In the early stages of startups, the majority are loss-making companies with ambitions to grow as fast as possible. The most popular route for getting growth capital is giving away company shares to accelerators, business angels and VCs in return for venture capital.
Luckily, more and more tech entrepreneurs are starting to look for other avenues to get the funds needed to help them grow, such as crowdfunding and revenue-based financing. Bootstrapping, growing a company without outside funding, requires some patience and frugality, but can lead to extraordinary results. Bootstrapping can be advantageous for founders that are looking to retain more control of their company. Founders have also credited bootstrapping to help them to be more focused and scrappier by prioritising things to what is absolutely important for their business to survive.
There are already a few informative pieces available on EU-Startups: If you’re considering bootstrapping vs. fundraising for your startup. And if you are looking to compare pros and cons of bootstrapping vs. raising venture capital. A fun fact is that even EU-Startups has been initially bootstrapped, and still kind of is till this day.
Within the European startup ecosystem, there are acutally quite a few startups that have been bootstrapped along their journey and have managed to become very success. We observed that many startups were initially bootstrapped then have gone on to raise investment from VCs. Whereas some startups have been bootstrapped entirely until their exit. Here’s a list of 10 bootstrapped startups in Europe:
Ecosia – A tech for good company that offers a CO2 neutral search engine that uses 80% of its profits to plant trees. Ecosia’s business model is alike other search engines, their revenue comes from ads. However, they are more focused on planting more trees than profit. They have been able to build a business sustainably with steady, healthy growth by not taking large amounts of funding and focusing on being impact driven. They are a profitable company and use their profits to plant trees and have managed to find a balance as a social benefit business. As of 2021, they have 15 million users and have planted over 130 million trees – making them one of the biggest tree planters in the world. They have never done any major fundraising rounds. The founder has decided to give up his shares and turn Ecosia into a steward owned company. This ensures Ecosia cannot be sold to a third party and they cannot take profits out of it, something that would not have been possible if they had external funding.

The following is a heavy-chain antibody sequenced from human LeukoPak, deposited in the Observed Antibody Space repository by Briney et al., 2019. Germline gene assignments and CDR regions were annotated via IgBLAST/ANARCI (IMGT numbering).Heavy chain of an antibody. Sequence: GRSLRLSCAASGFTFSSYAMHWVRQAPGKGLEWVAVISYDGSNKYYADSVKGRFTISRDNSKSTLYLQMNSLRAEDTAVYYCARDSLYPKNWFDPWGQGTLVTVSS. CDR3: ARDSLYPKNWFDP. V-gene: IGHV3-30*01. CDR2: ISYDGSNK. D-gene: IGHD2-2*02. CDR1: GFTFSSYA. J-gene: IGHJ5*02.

Typeform – Known for their sleek UX and simplicity to create dynamic and engaging surveys. Typeform is a web-based platform for collecting and sharing information in a conversational and human way. They were founded in 2012 and are headquarted in Barcelona. When they were just getting started, the founders bootstrapped the project for quite a while. Typeform is one of the biggest startup success stories coming out of Barcelona. They have since went on to raise more than €42.9 million from VCs.
Sumup – London-based fintech startups SumUp offers mobile point of sale products such as mobile powered card readers and other sales technology to merchants and small businesses get paid. Given their current scale, you have probably interacted with one of Sumup’s payment card readers while paying at a coffee shop or restaurant. SumUp was founded in 2012, they are currently estimated to be valued at €26B and have made 6 acquisitions. Over 3 million businesses internationally are currently using SumUp. Before taking on a larger VC round, SumUp had been bootstrapped for a longer period of time by its founders.